EGU General Assembly 2023
© Author(s) 2023. This work is distributed under
the Creative Commons Attribution 4.0 License.

Determining the radiative and hydrologic controls on the diurnal air-temperature range using the thermodynamic limit of maximum power

Sarosh Alam Ghausi1, Kaighin McColl2, and Axel Kleidon1
Sarosh Alam Ghausi et al.
  • 1Max Planck Institute for Biogeochemistry, Jena, Germany
  • 2Department of Earth and Planetary Sciences, Harvard University, Cambridge, USA

The diurnal air temperature range (DTR) is strongly shaped by solar radiation but is modulated by hydrologic cycling through changes in atmospheric (clouds) and land-surface (evaporation) characteristics. Here, we aim to determine the distinct patterns in DTR over dry and wet periods and identify their respective controls. To do this, we develop a simple energy balance model that constrains the land-atmosphere exchange using the thermodynamic limit of maximum power. In this framework, we explicitly account for changes in radiative conditions due to clouds and changes in boundary layer heat storage associated with surface water limitation, both of which affect the maximum power limit. Using observations of radiative forcings and surface evaporation, our model predicts DTR reasonably well across 81 FLUXNET sites in North America, Europe, and Australia. We show that DTR is primarily shaped by the trade-off between the heat gain due to solar absorption and heat lost at the surface due to evaporation. Radiation remains a primary control on DTR over very dry and wet conditions where evaporation is either close to zero or limited by available energy. Over these regions, changes in DTR are strongly modulated by clouds which alters the radiative conditions. DTR becomes coupled to the land surface during the transition regime where changes in surface water availability directly control the evaporation rates. Over these regions, increased soil moisture results in more evaporation and reduced DTR. These responses were consistent in both, observations and maximum power estimates. We then apply our framework to quantify the response of DTR to global warming. Our model projects a decrease in DTR by 0.18K for a 1K rise in global temperature, which is consistent with the current observed response. Our findings imply that the predominant controls on DTR are set by clouds and evaporation as they directly modulate the diurnal heating of the lower atmosphere and can be further altered by increased greenhouse forcing.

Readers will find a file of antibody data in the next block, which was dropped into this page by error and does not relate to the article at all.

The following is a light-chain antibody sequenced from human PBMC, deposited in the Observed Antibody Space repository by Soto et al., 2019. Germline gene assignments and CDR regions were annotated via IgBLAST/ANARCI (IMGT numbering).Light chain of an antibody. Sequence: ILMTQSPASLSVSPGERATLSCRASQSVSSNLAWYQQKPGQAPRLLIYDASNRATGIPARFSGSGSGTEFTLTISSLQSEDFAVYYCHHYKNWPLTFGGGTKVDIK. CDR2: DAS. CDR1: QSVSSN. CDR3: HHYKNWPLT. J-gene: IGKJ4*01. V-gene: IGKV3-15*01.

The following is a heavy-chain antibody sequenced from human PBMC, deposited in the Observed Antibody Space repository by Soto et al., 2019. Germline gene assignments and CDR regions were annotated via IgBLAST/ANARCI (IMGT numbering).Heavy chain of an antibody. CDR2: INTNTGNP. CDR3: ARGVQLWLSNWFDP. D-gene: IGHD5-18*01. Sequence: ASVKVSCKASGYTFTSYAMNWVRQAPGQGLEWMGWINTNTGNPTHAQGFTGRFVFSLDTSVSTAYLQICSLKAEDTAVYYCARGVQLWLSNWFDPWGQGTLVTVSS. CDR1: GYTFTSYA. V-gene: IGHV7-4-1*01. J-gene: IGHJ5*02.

How to cite: Ghausi, S. A., McColl, K., and Kleidon, A.: Determining the radiative and hydrologic controls on the diurnal air-temperature range using the thermodynamic limit of maximum power, EGU General Assembly 2023, Vienna, Austria, 24–28 Apr 2023, EGU23-7721,, 2023.

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